When then Prime Minister Tanaka Kakuei visited Indonesia in January 1979, a large-scale anti-Japanese demonstration took place in the capital city of Jakarta. The people were repulsed by corruption, such as repeated bribery committed by Japanese enterprises entering Southeast Asia and teaming exclusively with Chinese merchants.
On the other hand, Malaysian Prime Minister Mahathir played a leading role as the flag-bearer, welcoming Japanese enterprises into Southeast Asia. Around 1980 and onwards, he adopted the policy of “Look East (Learn from Japan and Korea)” and launched a campaign of admiring Japan. One of the devisers of this policy was vice-president of Malaya University Unk Adis, who had studied in Japan during the War as a special foreign student from South Asia.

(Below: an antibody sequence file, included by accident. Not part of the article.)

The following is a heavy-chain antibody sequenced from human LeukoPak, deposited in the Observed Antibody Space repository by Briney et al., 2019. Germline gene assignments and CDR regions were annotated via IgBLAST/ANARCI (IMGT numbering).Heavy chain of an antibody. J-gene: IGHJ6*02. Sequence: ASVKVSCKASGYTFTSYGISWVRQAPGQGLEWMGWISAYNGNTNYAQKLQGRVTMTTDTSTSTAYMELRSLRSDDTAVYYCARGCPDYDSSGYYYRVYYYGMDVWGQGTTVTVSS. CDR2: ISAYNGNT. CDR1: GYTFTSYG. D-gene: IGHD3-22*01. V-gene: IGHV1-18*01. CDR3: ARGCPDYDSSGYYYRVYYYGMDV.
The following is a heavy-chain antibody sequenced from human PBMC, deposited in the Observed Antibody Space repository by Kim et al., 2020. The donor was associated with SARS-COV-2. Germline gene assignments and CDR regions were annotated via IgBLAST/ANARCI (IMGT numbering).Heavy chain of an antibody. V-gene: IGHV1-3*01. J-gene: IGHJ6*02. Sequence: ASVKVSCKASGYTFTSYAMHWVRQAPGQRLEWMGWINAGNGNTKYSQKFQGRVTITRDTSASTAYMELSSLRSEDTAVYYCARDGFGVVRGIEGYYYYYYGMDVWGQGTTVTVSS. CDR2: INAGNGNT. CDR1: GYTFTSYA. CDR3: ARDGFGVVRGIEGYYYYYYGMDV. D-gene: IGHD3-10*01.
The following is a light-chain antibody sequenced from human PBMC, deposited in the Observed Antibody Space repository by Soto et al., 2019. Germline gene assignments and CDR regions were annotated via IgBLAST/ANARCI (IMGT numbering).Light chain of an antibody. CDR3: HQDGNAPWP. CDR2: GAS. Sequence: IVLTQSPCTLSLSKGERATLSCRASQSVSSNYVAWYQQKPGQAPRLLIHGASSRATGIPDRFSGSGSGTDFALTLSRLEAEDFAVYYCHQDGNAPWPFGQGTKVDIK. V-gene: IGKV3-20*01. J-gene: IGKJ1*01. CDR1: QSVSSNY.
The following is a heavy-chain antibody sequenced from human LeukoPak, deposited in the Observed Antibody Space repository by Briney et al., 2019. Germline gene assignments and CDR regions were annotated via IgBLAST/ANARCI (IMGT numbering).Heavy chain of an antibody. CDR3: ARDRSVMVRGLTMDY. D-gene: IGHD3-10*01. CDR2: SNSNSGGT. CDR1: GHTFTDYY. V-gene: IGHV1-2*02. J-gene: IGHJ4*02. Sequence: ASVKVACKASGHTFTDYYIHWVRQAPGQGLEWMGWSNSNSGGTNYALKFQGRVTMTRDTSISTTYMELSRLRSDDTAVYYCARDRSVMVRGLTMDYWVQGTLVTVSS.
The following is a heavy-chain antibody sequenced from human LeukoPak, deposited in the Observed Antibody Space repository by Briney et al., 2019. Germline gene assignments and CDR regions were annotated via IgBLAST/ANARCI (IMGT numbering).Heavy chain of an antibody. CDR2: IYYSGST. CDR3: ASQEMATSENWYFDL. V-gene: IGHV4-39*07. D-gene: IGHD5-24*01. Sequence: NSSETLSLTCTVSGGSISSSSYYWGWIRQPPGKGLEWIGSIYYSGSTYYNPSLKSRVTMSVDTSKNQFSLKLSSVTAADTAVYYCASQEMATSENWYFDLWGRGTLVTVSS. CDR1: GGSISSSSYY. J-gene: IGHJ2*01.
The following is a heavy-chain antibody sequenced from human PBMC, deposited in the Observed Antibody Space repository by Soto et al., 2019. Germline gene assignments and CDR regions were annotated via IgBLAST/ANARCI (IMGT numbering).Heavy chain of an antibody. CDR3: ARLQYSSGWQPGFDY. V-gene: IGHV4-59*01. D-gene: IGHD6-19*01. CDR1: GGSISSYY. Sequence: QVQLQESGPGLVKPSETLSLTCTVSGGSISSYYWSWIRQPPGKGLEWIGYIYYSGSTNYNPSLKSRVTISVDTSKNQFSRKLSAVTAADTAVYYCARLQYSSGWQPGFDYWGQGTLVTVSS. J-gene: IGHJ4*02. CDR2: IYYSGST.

Thanks to leaders of many Asian countries who sympathized with the ideal of the Greater East Asia War, Japan was not only able to escape from the burdens of harsh postwar reparations, but also able to receive support from them in entering lucrative Southeast Asian markets, which laid the foundation for present-day economic prosperity. Indeed, Japan has been supported by the spiritual legacy of the Greater East Asia War.
In the broader perspective, while Japanese national interests have been constantly threatened by China, Russia, South and North Korea and their sympathizers who obstinately stick to the historical view as dictated by the Tokyo Trials, people who are critical about the Tokyo Trials view, including American conservatives and Asian leaders, have supported and helped Japan return to the international community and contributed in creating the prosperous Japan of today. It is very important that we should rightly understand the structure of the international politics surrounding the Tokyo Trials.